This study was actually quite surprising and we found something that we did not expect to find at all. Prior studies of innovation — in particular, studies that look at patenting of scientific inventions — have only focused on measuring breakthrough innovations according to measures of economic value. In the patent world, a measure of economic value is how many times it then gets cited by other patents. What that means is any time you go to get a patent in the patent office, you are required to list prior patents that were essential to the development of your ideas. And the more times your patent gets cited as a prior patent that is essential to the development of ideas, the more valuable that patent is.
And so, in the field of innovation studies, we tend to measure breakthrough innovation as those patents that get many, many citations from subsequent patents saying that it’s really a foundational idea. That is the way historically that the field has always measured innovation.
We actually adapted a computer science method called “topic modeling” to look at the text of the patents themselves, to understand the language in the patent so that we could see when there were shifts in language that would allow us to understand when new novel ideas are being developed. So when the language changes based on this methodology, we are able to say, “That’s a breakthrough idea,” because it’s talking about the domain in a fundamentally different way.
“Brainstorming is not enough without the deep knowledge development that you would need in a particular domain to understand what the issues are so that you can break away from existing ways of thinking.”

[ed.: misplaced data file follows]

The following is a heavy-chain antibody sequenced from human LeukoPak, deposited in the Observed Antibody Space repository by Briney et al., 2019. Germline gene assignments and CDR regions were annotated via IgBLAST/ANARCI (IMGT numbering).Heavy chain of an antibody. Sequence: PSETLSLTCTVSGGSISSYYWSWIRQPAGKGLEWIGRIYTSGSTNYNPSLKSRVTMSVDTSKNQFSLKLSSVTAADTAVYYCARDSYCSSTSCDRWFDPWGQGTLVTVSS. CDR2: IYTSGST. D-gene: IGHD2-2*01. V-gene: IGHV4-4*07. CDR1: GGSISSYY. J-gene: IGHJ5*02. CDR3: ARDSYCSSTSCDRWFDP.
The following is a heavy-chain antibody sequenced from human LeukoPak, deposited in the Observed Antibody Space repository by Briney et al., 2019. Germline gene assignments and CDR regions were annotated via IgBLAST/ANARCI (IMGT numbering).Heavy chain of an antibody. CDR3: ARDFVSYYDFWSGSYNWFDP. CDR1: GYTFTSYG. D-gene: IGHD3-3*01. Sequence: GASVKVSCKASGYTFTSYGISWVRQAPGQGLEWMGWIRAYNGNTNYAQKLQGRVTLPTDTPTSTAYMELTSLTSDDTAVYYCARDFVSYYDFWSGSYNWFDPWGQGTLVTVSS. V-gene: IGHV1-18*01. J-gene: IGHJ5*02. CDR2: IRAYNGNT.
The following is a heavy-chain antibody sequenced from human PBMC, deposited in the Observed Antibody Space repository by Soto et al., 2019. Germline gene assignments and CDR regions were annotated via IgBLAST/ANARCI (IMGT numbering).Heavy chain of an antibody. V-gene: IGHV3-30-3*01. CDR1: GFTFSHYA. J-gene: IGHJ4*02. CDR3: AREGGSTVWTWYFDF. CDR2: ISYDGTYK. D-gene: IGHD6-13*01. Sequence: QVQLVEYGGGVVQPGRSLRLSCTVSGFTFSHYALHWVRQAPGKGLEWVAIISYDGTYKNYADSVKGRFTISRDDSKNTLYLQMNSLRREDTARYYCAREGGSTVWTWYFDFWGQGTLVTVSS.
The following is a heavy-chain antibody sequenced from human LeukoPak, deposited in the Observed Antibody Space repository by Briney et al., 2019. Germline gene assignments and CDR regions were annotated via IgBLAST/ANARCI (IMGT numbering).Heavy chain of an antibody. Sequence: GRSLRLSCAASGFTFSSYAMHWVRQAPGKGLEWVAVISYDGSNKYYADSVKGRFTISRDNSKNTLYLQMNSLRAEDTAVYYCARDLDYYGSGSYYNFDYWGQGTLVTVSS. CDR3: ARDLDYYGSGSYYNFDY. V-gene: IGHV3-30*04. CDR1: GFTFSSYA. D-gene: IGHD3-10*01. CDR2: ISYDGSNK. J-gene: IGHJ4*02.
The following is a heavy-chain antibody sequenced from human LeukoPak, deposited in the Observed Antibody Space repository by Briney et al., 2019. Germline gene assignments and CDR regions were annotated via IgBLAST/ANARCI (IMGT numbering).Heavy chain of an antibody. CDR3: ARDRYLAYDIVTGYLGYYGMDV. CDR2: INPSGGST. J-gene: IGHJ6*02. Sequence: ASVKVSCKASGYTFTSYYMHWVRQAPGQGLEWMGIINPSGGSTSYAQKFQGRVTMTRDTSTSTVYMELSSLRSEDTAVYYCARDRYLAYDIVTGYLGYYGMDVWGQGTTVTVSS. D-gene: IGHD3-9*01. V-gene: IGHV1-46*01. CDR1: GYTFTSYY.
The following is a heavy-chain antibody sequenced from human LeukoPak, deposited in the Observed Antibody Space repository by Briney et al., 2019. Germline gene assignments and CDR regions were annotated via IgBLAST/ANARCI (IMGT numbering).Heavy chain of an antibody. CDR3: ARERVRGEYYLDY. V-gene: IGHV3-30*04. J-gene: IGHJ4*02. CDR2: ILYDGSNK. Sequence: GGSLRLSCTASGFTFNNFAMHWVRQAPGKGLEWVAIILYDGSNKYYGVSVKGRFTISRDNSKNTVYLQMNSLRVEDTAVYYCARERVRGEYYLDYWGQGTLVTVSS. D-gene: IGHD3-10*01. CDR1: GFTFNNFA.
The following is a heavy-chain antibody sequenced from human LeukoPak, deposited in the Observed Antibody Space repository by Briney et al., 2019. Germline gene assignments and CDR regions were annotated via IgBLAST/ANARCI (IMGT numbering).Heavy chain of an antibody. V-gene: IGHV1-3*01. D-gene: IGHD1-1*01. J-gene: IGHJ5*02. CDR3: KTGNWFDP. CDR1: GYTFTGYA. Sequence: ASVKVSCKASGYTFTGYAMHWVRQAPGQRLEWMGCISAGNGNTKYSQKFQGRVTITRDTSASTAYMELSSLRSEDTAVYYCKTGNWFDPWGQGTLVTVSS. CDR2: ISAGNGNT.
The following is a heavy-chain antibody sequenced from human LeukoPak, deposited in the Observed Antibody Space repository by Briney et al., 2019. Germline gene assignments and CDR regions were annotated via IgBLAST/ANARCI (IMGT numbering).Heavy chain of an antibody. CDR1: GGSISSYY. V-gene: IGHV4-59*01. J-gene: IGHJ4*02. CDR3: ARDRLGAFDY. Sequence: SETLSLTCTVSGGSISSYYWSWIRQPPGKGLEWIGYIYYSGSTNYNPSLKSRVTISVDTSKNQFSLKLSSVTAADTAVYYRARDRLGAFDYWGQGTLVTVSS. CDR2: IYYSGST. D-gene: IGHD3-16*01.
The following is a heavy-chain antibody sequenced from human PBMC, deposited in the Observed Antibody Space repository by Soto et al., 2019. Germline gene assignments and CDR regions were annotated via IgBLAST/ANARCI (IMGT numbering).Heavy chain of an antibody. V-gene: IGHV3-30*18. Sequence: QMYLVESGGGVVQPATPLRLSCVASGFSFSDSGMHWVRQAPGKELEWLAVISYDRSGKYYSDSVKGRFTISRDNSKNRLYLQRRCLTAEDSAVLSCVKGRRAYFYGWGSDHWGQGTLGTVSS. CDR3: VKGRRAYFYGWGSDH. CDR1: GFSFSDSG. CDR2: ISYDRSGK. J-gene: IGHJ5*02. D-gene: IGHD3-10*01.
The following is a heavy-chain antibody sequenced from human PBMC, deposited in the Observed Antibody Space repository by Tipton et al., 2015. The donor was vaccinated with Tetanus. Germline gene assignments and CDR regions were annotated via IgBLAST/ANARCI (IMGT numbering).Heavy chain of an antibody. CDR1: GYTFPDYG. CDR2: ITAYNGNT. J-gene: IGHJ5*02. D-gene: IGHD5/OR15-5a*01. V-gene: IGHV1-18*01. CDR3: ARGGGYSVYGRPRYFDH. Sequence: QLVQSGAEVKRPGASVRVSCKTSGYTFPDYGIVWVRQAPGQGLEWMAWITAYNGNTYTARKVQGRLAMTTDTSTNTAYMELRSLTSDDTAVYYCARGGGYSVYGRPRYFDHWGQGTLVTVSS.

What we did in this study is introduce this alternative measure of breakthroughs that focused on knowledge breakthroughs as opposed to just the economic value as measured by the number of times a patent would be cited. And what’s interesting about that is that prior studies had always assumed that if you got a high level of citations it was because the idea was very novel. And so, they just said, “Because the idea’s novel, it gets more citations and therefore, it’s a breakthrough innovation.”
What we found in our study is, in fact, that most of the patents that do get highly cited are not necessarily novel — truly novel from a language standpoint, from a knowledge standpoint — that is, they’re not breaking new ground in the knowledge space.
And so, we break down the set of assumptions that people have made before: that novelty automatically leads to high levels of citations. And by doing that, we’re able to then show that there are different creative processes that lead to novelty than those that lead to generating citations. That’s really the surprising part for me was finding out that the assumptions that the field had been making up until now about the direct connection between novelty and citations were not as neatly linked as people had assumed.
When we think about any organization that is trying to promote innovation, it’s typically been recommended that you try to create processes that bring together distant and diverse knowledge. So we hear lots and lots of research about diverse teams, you know, bringing marketing and R&D and engineering and all the different groups together to generate innovation.
And while that is clearly very important, what we are finding from this research is that you also need different processes that allow you to do the deep dive into one knowledge space. So if we’re thinking about an R&D organization, that means really valuing the “R” part of R&D, the research part that says we’re going to really dive deeply into an area before we